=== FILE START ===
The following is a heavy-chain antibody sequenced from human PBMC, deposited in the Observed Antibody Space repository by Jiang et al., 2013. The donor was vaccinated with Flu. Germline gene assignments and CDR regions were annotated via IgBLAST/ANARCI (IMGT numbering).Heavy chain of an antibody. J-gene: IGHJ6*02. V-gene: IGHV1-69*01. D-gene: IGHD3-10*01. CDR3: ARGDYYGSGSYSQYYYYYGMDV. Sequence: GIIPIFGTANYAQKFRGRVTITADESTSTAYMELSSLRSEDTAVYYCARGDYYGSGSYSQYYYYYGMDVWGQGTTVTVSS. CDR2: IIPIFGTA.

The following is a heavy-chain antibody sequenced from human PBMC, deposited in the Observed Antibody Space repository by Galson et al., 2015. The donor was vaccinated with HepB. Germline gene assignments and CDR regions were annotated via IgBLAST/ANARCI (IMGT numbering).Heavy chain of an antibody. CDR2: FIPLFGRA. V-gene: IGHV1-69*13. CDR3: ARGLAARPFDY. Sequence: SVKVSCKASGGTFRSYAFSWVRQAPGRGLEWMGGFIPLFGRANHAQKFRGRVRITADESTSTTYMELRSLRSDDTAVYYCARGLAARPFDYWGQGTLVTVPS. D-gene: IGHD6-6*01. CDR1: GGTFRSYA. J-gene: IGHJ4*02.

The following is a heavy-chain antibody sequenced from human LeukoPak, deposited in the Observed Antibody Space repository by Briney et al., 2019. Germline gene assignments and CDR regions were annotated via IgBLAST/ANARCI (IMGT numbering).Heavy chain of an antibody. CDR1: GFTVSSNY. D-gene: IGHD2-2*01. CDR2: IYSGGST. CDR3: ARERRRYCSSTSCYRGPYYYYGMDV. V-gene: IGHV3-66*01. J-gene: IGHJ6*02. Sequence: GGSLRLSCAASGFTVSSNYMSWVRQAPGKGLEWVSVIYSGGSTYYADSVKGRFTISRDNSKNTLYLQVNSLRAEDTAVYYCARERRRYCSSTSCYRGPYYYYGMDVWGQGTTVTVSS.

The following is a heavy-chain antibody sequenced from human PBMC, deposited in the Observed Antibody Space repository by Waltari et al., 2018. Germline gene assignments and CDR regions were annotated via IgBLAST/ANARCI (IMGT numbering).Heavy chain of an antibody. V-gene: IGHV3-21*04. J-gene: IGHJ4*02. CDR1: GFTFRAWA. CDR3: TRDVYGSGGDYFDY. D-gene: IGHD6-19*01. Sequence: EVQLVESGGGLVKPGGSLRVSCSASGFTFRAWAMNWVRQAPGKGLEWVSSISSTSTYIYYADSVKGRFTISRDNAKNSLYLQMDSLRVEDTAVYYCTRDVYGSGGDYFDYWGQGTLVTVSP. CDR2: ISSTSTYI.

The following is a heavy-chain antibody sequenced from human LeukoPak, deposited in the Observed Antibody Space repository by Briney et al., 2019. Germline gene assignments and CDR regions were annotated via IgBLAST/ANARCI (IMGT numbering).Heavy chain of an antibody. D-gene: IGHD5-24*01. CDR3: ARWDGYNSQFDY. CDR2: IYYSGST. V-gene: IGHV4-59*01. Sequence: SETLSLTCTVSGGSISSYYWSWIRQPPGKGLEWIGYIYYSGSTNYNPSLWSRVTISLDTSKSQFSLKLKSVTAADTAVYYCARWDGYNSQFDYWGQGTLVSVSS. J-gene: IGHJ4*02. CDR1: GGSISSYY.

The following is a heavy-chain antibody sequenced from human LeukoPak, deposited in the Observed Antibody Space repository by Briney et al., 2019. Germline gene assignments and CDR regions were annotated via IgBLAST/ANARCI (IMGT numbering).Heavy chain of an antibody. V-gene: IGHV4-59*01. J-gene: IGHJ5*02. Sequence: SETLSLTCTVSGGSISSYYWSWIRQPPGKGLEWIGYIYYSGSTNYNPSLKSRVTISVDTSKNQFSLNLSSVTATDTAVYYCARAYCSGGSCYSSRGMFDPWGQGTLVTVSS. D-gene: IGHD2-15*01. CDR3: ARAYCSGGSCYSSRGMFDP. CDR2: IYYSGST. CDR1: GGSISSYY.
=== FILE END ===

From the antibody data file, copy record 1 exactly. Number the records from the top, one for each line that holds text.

The following is a heavy-chain antibody sequenced from human PBMC, deposited in the Observed Antibody Space repository by Jiang et al., 2013. The donor was vaccinated with Flu. Germline gene assignments and CDR regions were annotated via IgBLAST/ANARCI (IMGT numbering).Heavy chain of an antibody. J-gene: IGHJ6*02. V-gene: IGHV1-69*01. D-gene: IGHD3-10*01. CDR3: ARGDYYGSGSYSQYYYYYGMDV. Sequence: GIIPIFGTANYAQKFRGRVTITADESTSTAYMELSSLRSEDTAVYYCARGDYYGSGSYSQYYYYYGMDVWGQGTTVTVSS. CDR2: IIPIFGTA.